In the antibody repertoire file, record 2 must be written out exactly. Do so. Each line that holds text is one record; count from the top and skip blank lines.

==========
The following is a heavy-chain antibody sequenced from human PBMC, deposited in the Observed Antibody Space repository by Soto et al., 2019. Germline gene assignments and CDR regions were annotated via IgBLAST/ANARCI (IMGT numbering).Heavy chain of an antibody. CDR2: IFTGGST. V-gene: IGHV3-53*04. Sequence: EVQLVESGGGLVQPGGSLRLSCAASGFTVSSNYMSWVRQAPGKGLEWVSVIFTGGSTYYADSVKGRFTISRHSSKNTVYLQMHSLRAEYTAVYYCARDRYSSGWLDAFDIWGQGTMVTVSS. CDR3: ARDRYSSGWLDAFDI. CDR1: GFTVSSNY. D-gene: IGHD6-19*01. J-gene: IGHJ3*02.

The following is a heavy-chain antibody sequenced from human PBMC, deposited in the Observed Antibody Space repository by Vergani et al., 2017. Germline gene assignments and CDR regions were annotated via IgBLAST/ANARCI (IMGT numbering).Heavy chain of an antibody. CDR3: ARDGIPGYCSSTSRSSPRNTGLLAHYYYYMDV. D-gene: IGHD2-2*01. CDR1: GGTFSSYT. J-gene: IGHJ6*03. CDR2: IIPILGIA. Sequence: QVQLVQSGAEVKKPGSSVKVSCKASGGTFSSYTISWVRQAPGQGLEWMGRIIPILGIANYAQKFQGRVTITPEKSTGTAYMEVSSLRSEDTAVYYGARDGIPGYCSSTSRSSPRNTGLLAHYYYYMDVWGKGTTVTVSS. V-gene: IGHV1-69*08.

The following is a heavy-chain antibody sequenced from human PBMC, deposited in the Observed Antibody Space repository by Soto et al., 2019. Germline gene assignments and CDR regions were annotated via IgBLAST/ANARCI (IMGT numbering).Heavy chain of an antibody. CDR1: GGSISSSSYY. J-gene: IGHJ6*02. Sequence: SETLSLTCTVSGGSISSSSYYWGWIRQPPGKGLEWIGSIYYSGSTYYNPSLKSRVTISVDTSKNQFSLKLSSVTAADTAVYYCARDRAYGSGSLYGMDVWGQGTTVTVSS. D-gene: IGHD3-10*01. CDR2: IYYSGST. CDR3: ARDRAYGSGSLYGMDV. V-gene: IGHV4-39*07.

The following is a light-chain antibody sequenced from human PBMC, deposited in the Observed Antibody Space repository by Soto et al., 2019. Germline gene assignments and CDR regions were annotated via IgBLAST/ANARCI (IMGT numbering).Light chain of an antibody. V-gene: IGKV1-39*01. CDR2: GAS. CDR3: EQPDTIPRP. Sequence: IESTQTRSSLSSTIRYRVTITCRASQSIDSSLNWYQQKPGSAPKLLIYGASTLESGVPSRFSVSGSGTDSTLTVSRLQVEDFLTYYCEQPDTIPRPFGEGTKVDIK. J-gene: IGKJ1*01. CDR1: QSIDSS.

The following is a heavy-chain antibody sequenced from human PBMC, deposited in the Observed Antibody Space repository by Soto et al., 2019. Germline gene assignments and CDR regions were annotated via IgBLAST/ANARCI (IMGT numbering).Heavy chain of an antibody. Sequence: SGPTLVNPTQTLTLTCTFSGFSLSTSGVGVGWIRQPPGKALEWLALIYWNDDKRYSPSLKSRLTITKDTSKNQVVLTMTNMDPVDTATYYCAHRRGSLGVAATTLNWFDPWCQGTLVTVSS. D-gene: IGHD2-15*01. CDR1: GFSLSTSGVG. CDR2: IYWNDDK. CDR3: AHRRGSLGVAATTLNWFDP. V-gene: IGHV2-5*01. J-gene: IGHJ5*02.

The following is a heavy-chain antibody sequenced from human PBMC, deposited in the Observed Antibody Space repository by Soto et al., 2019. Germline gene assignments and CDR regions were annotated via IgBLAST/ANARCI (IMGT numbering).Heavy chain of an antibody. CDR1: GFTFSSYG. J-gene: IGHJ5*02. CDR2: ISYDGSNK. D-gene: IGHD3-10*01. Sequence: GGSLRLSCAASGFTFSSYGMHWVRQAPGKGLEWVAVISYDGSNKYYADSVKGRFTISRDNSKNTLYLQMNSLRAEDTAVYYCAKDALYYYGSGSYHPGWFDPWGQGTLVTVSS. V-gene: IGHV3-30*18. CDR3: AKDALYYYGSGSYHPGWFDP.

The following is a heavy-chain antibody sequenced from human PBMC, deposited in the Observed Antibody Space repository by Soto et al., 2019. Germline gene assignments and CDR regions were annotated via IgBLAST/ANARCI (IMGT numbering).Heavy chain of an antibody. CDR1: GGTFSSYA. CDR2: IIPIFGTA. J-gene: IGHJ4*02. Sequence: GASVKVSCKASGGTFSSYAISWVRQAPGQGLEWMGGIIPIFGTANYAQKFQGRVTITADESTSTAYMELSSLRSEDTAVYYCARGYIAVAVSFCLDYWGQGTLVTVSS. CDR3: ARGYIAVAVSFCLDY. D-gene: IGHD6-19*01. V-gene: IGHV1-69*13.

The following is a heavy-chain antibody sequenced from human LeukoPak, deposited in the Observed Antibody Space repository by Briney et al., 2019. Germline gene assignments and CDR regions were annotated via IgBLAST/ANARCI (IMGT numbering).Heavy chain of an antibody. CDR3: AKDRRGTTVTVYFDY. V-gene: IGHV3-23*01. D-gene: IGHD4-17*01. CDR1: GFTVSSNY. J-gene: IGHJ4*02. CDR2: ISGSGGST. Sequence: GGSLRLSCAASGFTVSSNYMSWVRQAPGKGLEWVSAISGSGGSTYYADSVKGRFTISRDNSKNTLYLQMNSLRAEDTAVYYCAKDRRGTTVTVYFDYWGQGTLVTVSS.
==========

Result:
The following is a heavy-chain antibody sequenced from human PBMC, deposited in the Observed Antibody Space repository by Vergani et al., 2017. Germline gene assignments and CDR regions were annotated via IgBLAST/ANARCI (IMGT numbering).Heavy chain of an antibody. CDR3: ARDGIPGYCSSTSRSSPRNTGLLAHYYYYMDV. D-gene: IGHD2-2*01. CDR1: GGTFSSYT. J-gene: IGHJ6*03. CDR2: IIPILGIA. Sequence: QVQLVQSGAEVKKPGSSVKVSCKASGGTFSSYTISWVRQAPGQGLEWMGRIIPILGIANYAQKFQGRVTITPEKSTGTAYMEVSSLRSEDTAVYYGARDGIPGYCSSTSRSSPRNTGLLAHYYYYMDVWGKGTTVTVSS. V-gene: IGHV1-69*08.